Non-State Actors and Civil Society

The ILO engages with non-state actors to promote social justice for decent work. Their support for policy setting, the  adoption legislation and development cooperation is essential to promoting fundamental principles and rights at work, employment, sustainable enterprises and social protection as well as to ensuring better working conditions.


Parliamentarians hold key responsibilities to develop and adopt legislation, to ensure policy coherence and fair governance through government oversight, and to exert leadership.
The ILO has developed cooperation with the Inter Parliamentary Union, the Latin American Parliament (Parlatino), the European Parliament, and the Pan African Parliament. The eradication of child labour has been one of the most prominent commitments of parliamentary organizations towards decent work.

Local and regional authorities

Local and regional authorities, together with the United Cities and Local Government (UCLG), are key actors in the realization of the Decent Work Agenda at local level. City-to-city cooperation is an important instrument in the context of South-South and triangular cooperation to encourage the involvement of local actors, and to share good and affordable practices among them.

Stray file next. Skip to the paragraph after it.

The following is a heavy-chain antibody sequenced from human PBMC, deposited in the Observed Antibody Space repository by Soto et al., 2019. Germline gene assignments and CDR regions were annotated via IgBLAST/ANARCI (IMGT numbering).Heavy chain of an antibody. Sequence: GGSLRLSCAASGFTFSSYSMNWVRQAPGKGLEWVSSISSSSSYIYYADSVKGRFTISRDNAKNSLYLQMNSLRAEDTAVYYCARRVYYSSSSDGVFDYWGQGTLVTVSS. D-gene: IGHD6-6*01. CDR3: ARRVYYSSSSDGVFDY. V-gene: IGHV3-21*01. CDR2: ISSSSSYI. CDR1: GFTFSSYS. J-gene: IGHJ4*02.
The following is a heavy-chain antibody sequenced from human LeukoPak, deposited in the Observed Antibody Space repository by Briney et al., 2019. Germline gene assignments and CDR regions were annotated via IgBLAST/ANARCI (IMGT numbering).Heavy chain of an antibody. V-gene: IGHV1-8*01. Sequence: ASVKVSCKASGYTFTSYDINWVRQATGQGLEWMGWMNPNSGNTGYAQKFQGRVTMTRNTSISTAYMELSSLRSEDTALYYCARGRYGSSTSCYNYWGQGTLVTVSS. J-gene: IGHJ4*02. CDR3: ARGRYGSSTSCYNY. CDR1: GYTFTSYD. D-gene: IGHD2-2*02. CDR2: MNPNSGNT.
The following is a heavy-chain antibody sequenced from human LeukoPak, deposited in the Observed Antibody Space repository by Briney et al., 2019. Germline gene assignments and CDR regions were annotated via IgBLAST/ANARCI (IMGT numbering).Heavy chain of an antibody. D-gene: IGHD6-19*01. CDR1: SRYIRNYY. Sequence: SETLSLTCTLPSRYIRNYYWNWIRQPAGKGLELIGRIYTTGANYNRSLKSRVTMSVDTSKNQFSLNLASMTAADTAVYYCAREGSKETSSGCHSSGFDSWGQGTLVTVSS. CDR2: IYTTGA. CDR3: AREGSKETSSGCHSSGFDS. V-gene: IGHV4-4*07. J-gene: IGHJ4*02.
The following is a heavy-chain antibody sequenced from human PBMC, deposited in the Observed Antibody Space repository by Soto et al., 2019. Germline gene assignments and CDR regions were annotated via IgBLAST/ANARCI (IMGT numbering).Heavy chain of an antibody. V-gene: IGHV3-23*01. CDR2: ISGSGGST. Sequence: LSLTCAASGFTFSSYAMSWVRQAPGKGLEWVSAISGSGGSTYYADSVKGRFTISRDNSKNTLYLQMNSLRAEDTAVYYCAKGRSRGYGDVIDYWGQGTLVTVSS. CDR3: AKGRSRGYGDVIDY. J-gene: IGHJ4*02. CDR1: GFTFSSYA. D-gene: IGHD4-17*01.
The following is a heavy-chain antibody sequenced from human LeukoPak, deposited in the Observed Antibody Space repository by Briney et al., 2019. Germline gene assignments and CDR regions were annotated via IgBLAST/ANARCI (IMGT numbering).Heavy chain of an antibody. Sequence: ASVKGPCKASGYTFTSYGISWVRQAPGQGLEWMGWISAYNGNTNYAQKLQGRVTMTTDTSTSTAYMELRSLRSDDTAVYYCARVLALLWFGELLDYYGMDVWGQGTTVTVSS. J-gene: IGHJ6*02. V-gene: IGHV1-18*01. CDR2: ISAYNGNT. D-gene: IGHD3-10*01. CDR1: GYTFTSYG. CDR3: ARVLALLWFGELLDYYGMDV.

International non-governmental organizations

The ILO engages in cooperation and consultation with INGOs both in its standard setting mechanisms and in the implementation of its development cooperation programmes. Each year between 60 and 80 INGOs are invited to participate in the International Labour Conference on issues on which they have a special interest and can make a contribution to the technical discussions. The ILO has registered more than 150 INGOs in its Special List covering a wide variety of fields, such as the promotion of human rights, poverty alleviation, social security, professional rehabilitation, gender issues, and youth matters.

Faith-based organizations

Faith-based organizations support the Decent Work Agenda, its values and its implementation. The ILO has held a number of international and regional consultations with such organizations. Decent work, which embraces the dignity of labour and of workers, is a value on which many faiths and believers converge. Youth employment, the development of sustainable enterprises and fair business practices, the eradication of child labour and the fight against forced labour are common concerns.